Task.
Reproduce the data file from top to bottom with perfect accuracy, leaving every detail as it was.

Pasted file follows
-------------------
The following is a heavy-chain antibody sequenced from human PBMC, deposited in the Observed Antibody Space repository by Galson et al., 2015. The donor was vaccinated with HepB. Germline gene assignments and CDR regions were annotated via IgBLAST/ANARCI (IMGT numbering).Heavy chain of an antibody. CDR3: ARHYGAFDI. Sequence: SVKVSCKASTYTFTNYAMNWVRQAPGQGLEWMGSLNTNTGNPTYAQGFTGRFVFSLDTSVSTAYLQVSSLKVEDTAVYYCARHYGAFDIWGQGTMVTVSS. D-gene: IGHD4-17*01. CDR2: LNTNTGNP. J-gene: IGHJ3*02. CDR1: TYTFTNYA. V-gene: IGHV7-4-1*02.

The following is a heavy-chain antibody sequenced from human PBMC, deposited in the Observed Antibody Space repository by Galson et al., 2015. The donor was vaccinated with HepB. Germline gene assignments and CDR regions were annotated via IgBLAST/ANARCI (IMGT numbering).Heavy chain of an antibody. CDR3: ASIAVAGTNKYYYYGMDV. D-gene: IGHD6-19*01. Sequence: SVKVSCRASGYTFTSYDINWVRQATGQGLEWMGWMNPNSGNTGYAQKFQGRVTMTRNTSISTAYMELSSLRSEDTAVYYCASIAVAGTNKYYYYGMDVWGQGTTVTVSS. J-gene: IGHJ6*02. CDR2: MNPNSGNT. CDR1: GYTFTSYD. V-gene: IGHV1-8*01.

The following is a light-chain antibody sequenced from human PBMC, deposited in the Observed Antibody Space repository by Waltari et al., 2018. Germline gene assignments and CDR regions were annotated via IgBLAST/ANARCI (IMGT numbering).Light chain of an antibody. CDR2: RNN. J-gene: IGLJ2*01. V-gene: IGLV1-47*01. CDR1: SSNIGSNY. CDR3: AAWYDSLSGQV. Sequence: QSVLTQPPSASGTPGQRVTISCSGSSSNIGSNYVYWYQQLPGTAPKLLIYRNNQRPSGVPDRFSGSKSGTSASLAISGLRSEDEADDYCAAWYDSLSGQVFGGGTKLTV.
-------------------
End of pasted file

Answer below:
The following is a heavy-chain antibody sequenced from human PBMC, deposited in the Observed Antibody Space repository by Galson et al., 2015. The donor was vaccinated with HepB. Germline gene assignments and CDR regions were annotated via IgBLAST/ANARCI (IMGT numbering).Heavy chain of an antibody. CDR3: ARHYGAFDI. Sequence: SVKVSCKASTYTFTNYAMNWVRQAPGQGLEWMGSLNTNTGNPTYAQGFTGRFVFSLDTSVSTAYLQVSSLKVEDTAVYYCARHYGAFDIWGQGTMVTVSS. D-gene: IGHD4-17*01. CDR2: LNTNTGNP. J-gene: IGHJ3*02. CDR1: TYTFTNYA. V-gene: IGHV7-4-1*02.

The following is a heavy-chain antibody sequenced from human PBMC, deposited in the Observed Antibody Space repository by Galson et al., 2015. The donor was vaccinated with HepB. Germline gene assignments and CDR regions were annotated via IgBLAST/ANARCI (IMGT numbering).Heavy chain of an antibody. CDR3: ASIAVAGTNKYYYYGMDV. D-gene: IGHD6-19*01. Sequence: SVKVSCRASGYTFTSYDINWVRQATGQGLEWMGWMNPNSGNTGYAQKFQGRVTMTRNTSISTAYMELSSLRSEDTAVYYCASIAVAGTNKYYYYGMDVWGQGTTVTVSS. J-gene: IGHJ6*02. CDR2: MNPNSGNT. CDR1: GYTFTSYD. V-gene: IGHV1-8*01.

The following is a light-chain antibody sequenced from human PBMC, deposited in the Observed Antibody Space repository by Waltari et al., 2018. Germline gene assignments and CDR regions were annotated via IgBLAST/ANARCI (IMGT numbering).Light chain of an antibody. CDR2: RNN. J-gene: IGLJ2*01. V-gene: IGLV1-47*01. CDR1: SSNIGSNY. CDR3: AAWYDSLSGQV. Sequence: QSVLTQPPSASGTPGQRVTISCSGSSSNIGSNYVYWYQQLPGTAPKLLIYRNNQRPSGVPDRFSGSKSGTSASLAISGLRSEDEADDYCAAWYDSLSGQVFGGGTKLTV.